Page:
Lightning Component Dev Tips

After officially starting my first “work” Lightning component, here are some tips learned so far when developing a lightning component.

Disable Browser Caching In Dev Sandboxes

One thing I noticed immediately was that after saving changes to a component, you have to refresh the page at least twice for the latest changes to be seen. Given that Lightning takes, at least, 2-3 seconds per page load, this really slows down development time.

The answer is to disable the “enable secure and persistent browser caching to improve performance” Session Setting.

Classic Steps

  1. Open Setup in Salesforce Classic. I haven’t found this setting in Lightning Setup yet.
  2. Under Administer, Security Controls –> Session Settings.
  3. Uncheck “enable secure and persistent browser caching to improve performance” under caching.
  4. Save at the bottom of the page.

Lightning Steps

  1. Click the gear at the top right and click Setup.
  2. In the left nav, expand Security and click Session Settings.
  3. Uncheck “enable secure and persistent browser caching to improve performance” under caching.
  4. Save at the bottom of the page.

Many thanks to the Slackforce community, especially Matt Simonis and Craig Ceremuga, for sharing this information.

Debugger; & Breakpoints Are Your Friend

With much of the Lightning framework handled on the client side in the browser, one can leverage the browser’s debugging tools to troubleshoot and step through Javascript as needed.

I’ve returned to an old friend, the “debugger;” statement, to put in temporary programmatic breakpoints in my Javascript code so I can inspect the code as it runs. This has been especially helpful troubleshooting AJAX calls from the component controller and troubleshooting events.

Attach Browser Events To Container Elements

One problem I’ve ran into is that sometimes a Lightning base component, such as a lightning:card, doesn’t have an event handler that I need such as “onclick”. Also, the framework disallows adding custom event handler attributes to Lightning base components that don’t support them and you’ll get a compiler error if you try.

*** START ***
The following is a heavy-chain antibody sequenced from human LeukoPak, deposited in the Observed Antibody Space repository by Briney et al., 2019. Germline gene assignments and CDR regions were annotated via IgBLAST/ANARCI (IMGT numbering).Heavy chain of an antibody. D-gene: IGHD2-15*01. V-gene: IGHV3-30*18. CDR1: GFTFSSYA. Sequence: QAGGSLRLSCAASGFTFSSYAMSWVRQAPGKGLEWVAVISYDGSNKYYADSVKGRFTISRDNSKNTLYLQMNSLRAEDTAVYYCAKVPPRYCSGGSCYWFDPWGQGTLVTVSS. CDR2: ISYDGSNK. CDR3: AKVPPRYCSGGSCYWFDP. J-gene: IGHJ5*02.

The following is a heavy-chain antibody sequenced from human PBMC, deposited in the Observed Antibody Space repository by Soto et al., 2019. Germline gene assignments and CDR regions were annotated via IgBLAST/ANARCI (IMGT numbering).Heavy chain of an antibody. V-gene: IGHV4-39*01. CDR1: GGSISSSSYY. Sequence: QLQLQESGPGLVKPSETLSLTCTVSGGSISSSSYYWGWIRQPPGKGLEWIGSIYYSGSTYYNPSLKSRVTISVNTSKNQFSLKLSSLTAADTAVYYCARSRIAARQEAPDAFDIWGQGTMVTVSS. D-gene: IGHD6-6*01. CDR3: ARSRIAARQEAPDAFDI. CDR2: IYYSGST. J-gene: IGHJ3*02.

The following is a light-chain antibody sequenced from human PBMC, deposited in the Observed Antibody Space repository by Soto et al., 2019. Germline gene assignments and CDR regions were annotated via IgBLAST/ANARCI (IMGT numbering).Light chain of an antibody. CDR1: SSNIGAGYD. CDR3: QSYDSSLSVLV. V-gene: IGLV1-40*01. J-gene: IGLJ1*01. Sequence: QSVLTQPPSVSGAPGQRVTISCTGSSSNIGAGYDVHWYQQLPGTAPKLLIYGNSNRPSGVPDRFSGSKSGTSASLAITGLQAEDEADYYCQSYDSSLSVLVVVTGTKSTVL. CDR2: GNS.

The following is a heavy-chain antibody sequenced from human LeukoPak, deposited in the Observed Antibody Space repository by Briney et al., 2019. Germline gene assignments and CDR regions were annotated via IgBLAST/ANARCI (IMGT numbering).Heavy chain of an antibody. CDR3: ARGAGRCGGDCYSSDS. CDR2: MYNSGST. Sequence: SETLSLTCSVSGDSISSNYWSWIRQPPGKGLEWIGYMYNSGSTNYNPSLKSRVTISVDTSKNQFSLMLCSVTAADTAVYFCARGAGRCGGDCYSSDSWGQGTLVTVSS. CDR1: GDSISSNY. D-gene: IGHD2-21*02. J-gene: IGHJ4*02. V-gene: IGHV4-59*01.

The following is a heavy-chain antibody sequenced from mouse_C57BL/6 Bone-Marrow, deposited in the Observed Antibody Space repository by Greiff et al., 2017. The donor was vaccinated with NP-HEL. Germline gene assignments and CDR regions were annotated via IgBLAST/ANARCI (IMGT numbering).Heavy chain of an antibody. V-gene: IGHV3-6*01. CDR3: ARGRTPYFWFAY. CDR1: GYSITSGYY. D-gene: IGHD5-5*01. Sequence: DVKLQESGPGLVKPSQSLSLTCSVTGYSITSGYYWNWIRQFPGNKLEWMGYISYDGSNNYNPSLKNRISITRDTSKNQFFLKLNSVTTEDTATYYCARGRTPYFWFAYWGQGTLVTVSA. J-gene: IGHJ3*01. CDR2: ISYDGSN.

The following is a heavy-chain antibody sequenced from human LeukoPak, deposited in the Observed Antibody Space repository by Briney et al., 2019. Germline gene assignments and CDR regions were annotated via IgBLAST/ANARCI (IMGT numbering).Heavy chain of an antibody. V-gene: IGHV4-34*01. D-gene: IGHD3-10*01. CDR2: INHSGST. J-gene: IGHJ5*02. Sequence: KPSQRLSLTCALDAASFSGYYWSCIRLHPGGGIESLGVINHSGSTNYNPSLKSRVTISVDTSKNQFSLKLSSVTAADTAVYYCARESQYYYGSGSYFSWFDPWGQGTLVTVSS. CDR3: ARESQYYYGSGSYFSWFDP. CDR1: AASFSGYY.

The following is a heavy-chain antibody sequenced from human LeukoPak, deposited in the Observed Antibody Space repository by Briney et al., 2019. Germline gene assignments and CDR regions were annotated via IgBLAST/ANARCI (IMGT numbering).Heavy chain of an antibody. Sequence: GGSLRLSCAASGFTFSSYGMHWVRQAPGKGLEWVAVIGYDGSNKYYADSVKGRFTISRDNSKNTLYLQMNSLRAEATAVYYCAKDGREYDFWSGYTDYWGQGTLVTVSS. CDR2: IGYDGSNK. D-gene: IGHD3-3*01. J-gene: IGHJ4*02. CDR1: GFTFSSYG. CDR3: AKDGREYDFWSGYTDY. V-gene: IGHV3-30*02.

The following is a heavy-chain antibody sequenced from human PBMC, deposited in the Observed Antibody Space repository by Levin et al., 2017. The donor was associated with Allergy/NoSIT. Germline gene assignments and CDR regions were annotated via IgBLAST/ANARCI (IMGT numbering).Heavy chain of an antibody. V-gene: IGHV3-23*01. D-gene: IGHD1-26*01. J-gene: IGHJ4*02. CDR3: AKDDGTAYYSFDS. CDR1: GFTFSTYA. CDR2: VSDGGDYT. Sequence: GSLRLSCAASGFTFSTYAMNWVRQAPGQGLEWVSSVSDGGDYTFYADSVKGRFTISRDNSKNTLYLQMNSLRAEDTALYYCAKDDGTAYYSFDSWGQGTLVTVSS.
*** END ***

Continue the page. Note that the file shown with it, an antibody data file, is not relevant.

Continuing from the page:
My solution is to wrap the Lightning base component in another HTML element, such as a div, and attach the desired event to it.

I’m not a big fan of this workaround but it’s easier than using one of the “aura” components and then styling it for Lightning. If you have a better way to do this, please share in the comments below.

Attach Data To Element Data Attributes For Later Use

To the best of my knowledge, you can’t pass parameters directly into a browser event method handler when it happens. For example, you can’t do this:

In order to access some contextual data in the event handler, I’ve resorted to adding “data-” custom attributes to HTML elements that can then be accessed by event handlers in the component’s controller. This has been particularly helpful for elements that are rendered from within an aura:iteration, usually when iterating over records. Here’s an example of this approach:


Component Controller

Leverage the Lightning Design System Styling

Use the Salesforce Lightning Design System (SLDS) to ensure your components will look like Lightning. Don’t forget you can add slds- classes to your elements to easily stylize them!

Leverage the Lightning Component Developer Guide

The Lightning Component Developer Guide provides an in-depth resource at developing Lightning components. It also acts as a good reference for the aura and Lightning base components.

What tips do you have for developing Lightning components?